Big Clay No.4’ sculpture by Urs Fischer on Bolotnaya embankment in MoscowGleb Leonov
Moscow has been waiting for years for the opening of ‘GES-2’, a new art center sponsored by the ‘V-A-C’ contemporary art fund, belonging to Russian billionaire Leonid Mikhelson. He bought the building for it back in 2014 - a defunct electrical power station on Bolotnaya embankment right in the center of Moscow Reconstruction was handled by Renzo Piano - the fabled architect behind the Centre Pompidou in Paris and numerous other museums around the world. The project received personal praise from Moscow mayor Sergey Sobyanin, among others.
The opening has been postponed for more than a year now, due to the pandemic, but the organizers, in an apparent attempt to liven things up a bit, decided to remind everyone of the project’s existence by installing a temporary 12-meter sculpture on the renovated side of the embankment. ‘Big Clay No.4’, as it’s named, is the work of Swiss artist Urs Fischer, and amounts to a large-scale reproduction of a slab of clay, after it’s been kneaded by the sculptor’s hands. The installation immediately provoked the ire of Muscovites, both online and off.
According to art experts, the sculpture symbolizes raw material and all that can come of it in the future - both successful and not. According to V-A-C, “replicated in a massive size, it is the raw working material at the very start of resembling the desired form.”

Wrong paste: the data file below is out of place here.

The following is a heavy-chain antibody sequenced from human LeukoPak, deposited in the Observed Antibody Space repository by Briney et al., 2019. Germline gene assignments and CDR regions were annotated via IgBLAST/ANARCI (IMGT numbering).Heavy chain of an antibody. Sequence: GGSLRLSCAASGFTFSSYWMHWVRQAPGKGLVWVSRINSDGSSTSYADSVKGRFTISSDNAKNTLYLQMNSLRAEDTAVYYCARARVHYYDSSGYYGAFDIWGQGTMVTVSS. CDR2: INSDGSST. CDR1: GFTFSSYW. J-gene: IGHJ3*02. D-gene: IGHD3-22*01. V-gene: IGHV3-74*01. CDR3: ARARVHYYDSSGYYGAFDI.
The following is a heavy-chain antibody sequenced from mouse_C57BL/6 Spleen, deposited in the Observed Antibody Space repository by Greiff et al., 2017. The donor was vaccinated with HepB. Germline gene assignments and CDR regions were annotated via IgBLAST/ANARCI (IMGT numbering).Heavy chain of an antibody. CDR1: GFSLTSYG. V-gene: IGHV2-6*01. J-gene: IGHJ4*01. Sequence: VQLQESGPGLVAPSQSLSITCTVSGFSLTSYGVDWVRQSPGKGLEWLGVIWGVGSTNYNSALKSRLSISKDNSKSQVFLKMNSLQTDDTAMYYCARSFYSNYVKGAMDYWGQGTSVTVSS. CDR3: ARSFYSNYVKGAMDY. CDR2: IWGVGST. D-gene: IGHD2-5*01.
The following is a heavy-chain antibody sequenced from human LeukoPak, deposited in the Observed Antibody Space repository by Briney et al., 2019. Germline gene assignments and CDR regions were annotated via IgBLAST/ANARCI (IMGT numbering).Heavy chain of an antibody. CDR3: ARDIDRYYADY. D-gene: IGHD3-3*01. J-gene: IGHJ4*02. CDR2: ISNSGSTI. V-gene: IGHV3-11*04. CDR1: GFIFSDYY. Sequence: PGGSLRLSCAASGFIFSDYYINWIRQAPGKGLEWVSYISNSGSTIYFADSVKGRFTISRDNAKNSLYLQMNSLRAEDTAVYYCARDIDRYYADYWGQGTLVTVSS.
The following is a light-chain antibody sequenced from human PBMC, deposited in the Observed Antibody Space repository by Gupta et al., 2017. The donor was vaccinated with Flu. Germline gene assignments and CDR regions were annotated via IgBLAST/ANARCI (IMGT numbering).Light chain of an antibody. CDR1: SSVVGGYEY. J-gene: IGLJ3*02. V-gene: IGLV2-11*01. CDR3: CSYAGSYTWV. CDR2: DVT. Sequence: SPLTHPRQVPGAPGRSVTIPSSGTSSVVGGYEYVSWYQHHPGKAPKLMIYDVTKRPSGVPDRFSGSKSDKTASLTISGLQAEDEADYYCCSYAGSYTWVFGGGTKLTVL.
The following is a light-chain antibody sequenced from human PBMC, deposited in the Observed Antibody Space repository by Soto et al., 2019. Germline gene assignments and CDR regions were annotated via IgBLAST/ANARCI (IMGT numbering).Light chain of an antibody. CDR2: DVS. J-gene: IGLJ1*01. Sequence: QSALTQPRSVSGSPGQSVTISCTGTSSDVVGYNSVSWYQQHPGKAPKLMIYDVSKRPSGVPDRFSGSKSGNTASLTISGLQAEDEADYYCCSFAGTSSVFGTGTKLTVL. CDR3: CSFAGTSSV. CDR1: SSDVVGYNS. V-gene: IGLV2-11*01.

Contemporary art is notorious for being interpreted in a multitude of ways. That said, many online users saw the “clay” as a bunch of experimentation: “It simply looks like quite a messy, 12-meter pile of sh*t,” comedian and TV host Maksim Galkin wrote on his Instagram prior to the installation of the sculpture. This was followed by hundreds of similar comments after it was unveiled.
Muscovites started criticizing the statue even before it was installedSergei Kiselev/Moskva Agency
For the most part, the hate came from the places people expected; however, shots were also fired by members of the art world. “Moscow’s now got a pile of sh*t!” - came the fiery attack from famous photographer, artist and designer Yekaterina Rozhdestvenskaya. “You see, the author, a certain Fischer, who called his turd ‘Big Clay No.4’, was sort of working the clay in his hands, and he soooooo liiiiiked [sic] the way it came out! Well, you can see the result for yourself,” Rozhdestvenskaya wrote on Facebook - although, she hasn’t actually seen the sculpture in person, being that she was abroad when it was unveiled to the public.
The collective emotions of all who complained were aptly summarized by architecture critic Grigory Revzin: “We’ve been covered in piss! All of us! By whom? And what right did they have? Where was the government looking?”
Revzin, likewise, believes that the sculpture is quite banal, but that the scandal is part of the objective and, from that standpoint, it’s a success. He also reminded people of the scandalous Russian avant garde scene. “A little more than a century ago, art adopted the strategy of becoming a slap in the face of society’s sense of taste. That is, it started to deliberately provoke the everyday person into feeling negative emotions and the intensity of that negativity became itself a criterion of the artwork.”